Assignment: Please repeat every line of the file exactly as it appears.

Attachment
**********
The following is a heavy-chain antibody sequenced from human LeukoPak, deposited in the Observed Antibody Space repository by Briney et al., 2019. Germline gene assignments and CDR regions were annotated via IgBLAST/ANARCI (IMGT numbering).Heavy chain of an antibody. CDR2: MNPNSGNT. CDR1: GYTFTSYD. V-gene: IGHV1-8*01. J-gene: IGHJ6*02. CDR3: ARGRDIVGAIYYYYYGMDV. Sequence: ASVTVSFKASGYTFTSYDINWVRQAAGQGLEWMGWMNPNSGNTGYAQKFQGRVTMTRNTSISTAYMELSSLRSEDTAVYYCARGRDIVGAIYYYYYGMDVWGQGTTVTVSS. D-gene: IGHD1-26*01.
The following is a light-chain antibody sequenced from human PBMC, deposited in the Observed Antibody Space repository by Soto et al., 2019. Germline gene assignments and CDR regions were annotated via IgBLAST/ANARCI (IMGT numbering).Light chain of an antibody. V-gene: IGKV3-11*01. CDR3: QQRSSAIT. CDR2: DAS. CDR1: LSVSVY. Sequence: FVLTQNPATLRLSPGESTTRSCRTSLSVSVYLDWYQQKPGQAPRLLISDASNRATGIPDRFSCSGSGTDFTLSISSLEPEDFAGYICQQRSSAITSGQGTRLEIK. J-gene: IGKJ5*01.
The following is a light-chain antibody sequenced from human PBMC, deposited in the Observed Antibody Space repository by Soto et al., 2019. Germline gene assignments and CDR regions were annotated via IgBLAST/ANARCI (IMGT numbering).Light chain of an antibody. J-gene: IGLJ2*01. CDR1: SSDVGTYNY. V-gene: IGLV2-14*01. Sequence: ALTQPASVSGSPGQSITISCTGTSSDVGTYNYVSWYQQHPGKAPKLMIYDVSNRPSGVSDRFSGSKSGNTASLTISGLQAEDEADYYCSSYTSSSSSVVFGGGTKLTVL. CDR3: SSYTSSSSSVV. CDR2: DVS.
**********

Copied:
The following is a heavy-chain antibody sequenced from human LeukoPak, deposited in the Observed Antibody Space repository by Briney et al., 2019. Germline gene assignments and CDR regions were annotated via IgBLAST/ANARCI (IMGT numbering).Heavy chain of an antibody. CDR2: MNPNSGNT. CDR1: GYTFTSYD. V-gene: IGHV1-8*01. J-gene: IGHJ6*02. CDR3: ARGRDIVGAIYYYYYGMDV. Sequence: ASVTVSFKASGYTFTSYDINWVRQAAGQGLEWMGWMNPNSGNTGYAQKFQGRVTMTRNTSISTAYMELSSLRSEDTAVYYCARGRDIVGAIYYYYYGMDVWGQGTTVTVSS. D-gene: IGHD1-26*01.
The following is a light-chain antibody sequenced from human PBMC, deposited in the Observed Antibody Space repository by Soto et al., 2019. Germline gene assignments and CDR regions were annotated via IgBLAST/ANARCI (IMGT numbering).Light chain of an antibody. V-gene: IGKV3-11*01. CDR3: QQRSSAIT. CDR2: DAS. CDR1: LSVSVY. Sequence: FVLTQNPATLRLSPGESTTRSCRTSLSVSVYLDWYQQKPGQAPRLLISDASNRATGIPDRFSCSGSGTDFTLSISSLEPEDFAGYICQQRSSAITSGQGTRLEIK. J-gene: IGKJ5*01.
The following is a light-chain antibody sequenced from human PBMC, deposited in the Observed Antibody Space repository by Soto et al., 2019. Germline gene assignments and CDR regions were annotated via IgBLAST/ANARCI (IMGT numbering).Light chain of an antibody. J-gene: IGLJ2*01. CDR1: SSDVGTYNY. V-gene: IGLV2-14*01. Sequence: ALTQPASVSGSPGQSITISCTGTSSDVGTYNYVSWYQQHPGKAPKLMIYDVSNRPSGVSDRFSGSKSGNTASLTISGLQAEDEADYYCSSYTSSSSSVVFGGGTKLTVL. CDR3: SSYTSSSSSVV. CDR2: DVS.